I believe that my path this lifetime is uniquely my own, and one of my many lessons has been to learn independence, complete and total independence (emotionally and spiritually).
My first semester (17 years ago), I majored in Alcoholism. My second semester I majored in Alzheimer’s - caregiving for one, while inadvertently enabling the other. Both scenarios lacked other people’s understanding, support, validation or help, but I did the best I could and took care of business. Was I pissed off about that? Absolutely. Did I feel sorry for myself and have pity parties every other Sunday with cake and ice cream? You bet I did.
But at some point, the cape and crown of disappointment in others was traded in for a pair of Nike Cross Trainers, I needed something better to run like hell in to take care of Mom. Today’s quote has everything to do with learning Authentic Independence and the ability to save myself. Learning this was only part of my lesson, Part 2 came from Mom, who is still teaching her little girl lessons even in the throes of Alzheimer’s.
Mom never expected to be saved by anyone. She never even expected to be saved from Alzheimer’s. Not because Alzheimer’s is terminal, rather, Mom has always lived a self-reliant life. She has been fortunate to have the love, loyalty and support of Dad for over 45 years of marriage, and the support of my sister and me, but she’s never had the expectation of being saved by us or anyone else. So in watching Mom my whole life, including her battle with Alzheimer’s, her self-reliance is Part I of learning the important lesson of authentic independence.
Part 2 has been watching Mom accept Alzheimer’s as her path, “Shitty as it is,” (her words). It extends to my having to let go and not save her. What she is teaching me is a fine line that can be crossed when nothing further can be done for her (on any given day), shitty as that is - my words.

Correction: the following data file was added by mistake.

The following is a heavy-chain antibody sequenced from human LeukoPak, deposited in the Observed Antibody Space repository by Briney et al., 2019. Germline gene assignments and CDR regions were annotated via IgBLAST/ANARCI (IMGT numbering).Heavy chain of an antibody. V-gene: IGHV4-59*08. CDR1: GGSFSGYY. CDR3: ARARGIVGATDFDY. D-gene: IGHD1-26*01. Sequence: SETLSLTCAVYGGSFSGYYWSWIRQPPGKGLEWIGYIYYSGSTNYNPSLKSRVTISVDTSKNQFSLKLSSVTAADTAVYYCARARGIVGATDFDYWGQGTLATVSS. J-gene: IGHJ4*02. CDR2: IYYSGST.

Don’t get me wrong, Mom is no Saint here. Does she get pissed off at times about this? Absolutely. Does she feel sorry for herself at times? You bet. Countless times we have just sat and cried. But because of the nutty people we are, we invariably wind up laughing. Then we’ll go back to crying. Then one of the dogs will fart, or fall on the floor, flip over, and give us an expression that would crack us up and get us laughing again. I think we can laugh and cry because we know the cosmic witticism of it all and we are capable of learning profound lessons while struggling through the tragic reality of dementia.
What a great thing it is to allow another human being to walk their own path without intrusion or interference from me, regardless if they have a terminal disease or not. For me, it is one of the highest forms of compassion, acceptance and respect there is. I can give back by offering my insight, ideas and support, if asked, then allow the other person their God-given right of free will to do whatever they wish with our conversation. I am not here to tell anyone what to do, or how to live their life, or to “save” them - that is not my purpose or the purpose of this website. I’m here to stand by your side, offer what I can, so you can save yourself.
As for Mom, she is just now beginning to lose the ability to remember her “acceptance” of this disease and knowing that this is her “path.” Depression is starting to set in more often, and I am having to let go more often. I feel very fortunate to observe her live by a philosophy I want for myself. Thanks for that, Mom. At the very least, she knows I am there for her, always standing by her side until her very last breath.
What Is True For Me: I am grateful I learned to let go of the myth of being “saved.” I am grateful I can trust a handful of others who offer their wisdom, support and ideas, who stand by me, while I save myself, on my path. I know that Alzheimer’s is now my mother’s path, and it deserves the respect of not interfering and letting go. All of this can be applied to everyday life outside of caregiving. Everyone has their own path, but caregiving has given me immeasurable meaning behind its many lessons.